Against the Current, No. 63, July/August 1996
Israel's Poisoned Fruits of Oslo
— The Editors
Founding the Labor Party
— Dan La Botz
Detroit Newspaper Unions' Year of War
— interview with Rebecca Cook
The Yale Grad Student Strike
— an interview with Cynthia Young
A New Campus Union at University of California
— Claudia Horning interviews Margy Wilkinson
The "Team Bill," A Poison Bill
— Ellis Boal
Class and the African-American Leadership Crisis
— Malik Miah
South African Labor Marching Again
— Mathew Ginsburg
More on "Imperialism Today"
— Gayatri Chakravorty Spivak
The Comintern, CPUSA & Activities of Rank-and-File CPers
— Charlie Post
The Popular Front: Rethinking CPUSA History
— Charlie Post
Queer Vows, Pros and Cons
— Catherine Sameh
Radical Rhythms: "Global Divas"
— Kim Hunter
Letter to the Editors
— Paul LeBlanc
Random Shots: Wages and Other Minima
— R.F. Kampfer
Pornography and the Sex Censor
— Cathy Crosson
Reading Red Women Writers
— Renny Christopher
The Uses of Dmitri Volkogonov
— Samuel Farber
Trotsky Assassinated Again
— Susan Weissman
PETER DRUCKER’S LETTER (ATC 61), in defending the revolutionary honor of Max Shachtman, takes issue with my article “Challenges of a Black Revolutionary: The Marxism of CLR James” (ATC 60). But what I wrote was not meant to cast aspersions on Shachtman.
I noted sharp differences that led to the 1947 split of James and his co-thinkers from the Workers Party led by Shachtman: 1) on the nature of the Black liberation struggle, 2) on evaluating the U.S. working class, and 3) on the question of unity with the Socialist Workers Party led by James P. Cannon (dramatically resolved when Shachtman drew back and James moved ahead to unify).
These were not polemical points, simply factual statements.
I reported James had “the position that the American working class was far more radical, having a greater revolutionary character, than many of the Shachtmanites imagined.” (ATC 60: 26) Peter says this was linked to the question of whether or not U.S. capitalism would experience a post-war depression or prosperity — with Shachtman demonstrating “greater realism” in economic predictions. This, however, distorts what the difference was about.
James and the tendency he led were famous for their belief — as they put it when they broke with Shachtman’s organization — that “the proletariat today is not in any sense of the word ‘backwards’ and is devoid of democratic or pacifist illusions…The proletariat has illusions but they are revolutionary illusions. It is ready for revolution today as never before.” (Trotskyism in the United States, 1940-47: Balance Sheet, the Workers Party and the Johnson-Forest Tendency,” Detroit: Johnson-Forest Tendency, August 1947: 27)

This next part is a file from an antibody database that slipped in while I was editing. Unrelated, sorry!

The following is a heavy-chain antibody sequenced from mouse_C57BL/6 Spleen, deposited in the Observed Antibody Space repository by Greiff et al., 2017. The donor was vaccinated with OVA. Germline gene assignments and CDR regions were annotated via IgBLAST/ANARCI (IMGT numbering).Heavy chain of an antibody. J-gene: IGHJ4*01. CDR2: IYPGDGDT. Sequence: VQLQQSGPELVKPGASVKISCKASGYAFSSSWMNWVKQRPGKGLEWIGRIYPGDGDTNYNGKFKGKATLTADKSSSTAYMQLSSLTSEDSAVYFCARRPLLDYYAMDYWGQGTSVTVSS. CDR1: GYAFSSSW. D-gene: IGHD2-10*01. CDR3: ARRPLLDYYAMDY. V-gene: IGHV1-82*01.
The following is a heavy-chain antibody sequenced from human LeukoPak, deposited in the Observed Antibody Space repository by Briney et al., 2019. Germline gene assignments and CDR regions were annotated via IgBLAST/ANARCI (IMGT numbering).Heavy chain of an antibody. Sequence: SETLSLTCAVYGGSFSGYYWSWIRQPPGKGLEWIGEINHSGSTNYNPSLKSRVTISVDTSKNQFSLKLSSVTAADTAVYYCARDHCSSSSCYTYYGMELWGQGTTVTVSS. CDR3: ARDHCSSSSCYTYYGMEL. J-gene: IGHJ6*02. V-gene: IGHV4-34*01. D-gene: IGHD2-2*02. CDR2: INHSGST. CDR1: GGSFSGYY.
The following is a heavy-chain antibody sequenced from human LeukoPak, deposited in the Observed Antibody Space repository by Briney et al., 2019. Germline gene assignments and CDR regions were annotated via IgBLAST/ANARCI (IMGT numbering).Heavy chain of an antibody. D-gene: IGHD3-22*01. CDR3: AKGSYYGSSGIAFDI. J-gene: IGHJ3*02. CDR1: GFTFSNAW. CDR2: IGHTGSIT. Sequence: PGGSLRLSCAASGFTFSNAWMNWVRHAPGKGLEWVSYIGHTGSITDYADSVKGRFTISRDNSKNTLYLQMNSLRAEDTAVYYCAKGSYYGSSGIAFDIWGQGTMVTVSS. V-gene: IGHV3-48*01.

They gave special stress in this assessment to African Americans, women and youth. Against this perspective leading Shachtmanite spokesperson Irving Howe insisted that “the real situation today with regard to American workers” centered on “the contradiction between their fresh and increasingly bold economic struggle and their comparative political backwardness.” (“On Comrade Johnson’s American Resolution — Or Soviets in the Sky,” Bulletin of the Workers Party, March 28, 1946: 28)
It can be argued that one side or the other was more insightful or revolutionary. I discuss this and related issues in the extensive introductory essay in the 1994 volume I edited with Scott McLemee,CLR James and Revolutionary Marxism, as well as in my contributions to the new book co-authored with George Breitman and Alan Wald, Trotskyism in the United States. (Both of these, as well as Peter’s biography Max Shachtman and His Left, are published in the Revolutionary Studies series of Humanities Press.)
Still, a reason for the split was the difference noted in my ATC article — whether the U.S. working class was revolutionary or backward — not whether an economic depression was around the corner.
ATC 63, July-August 1996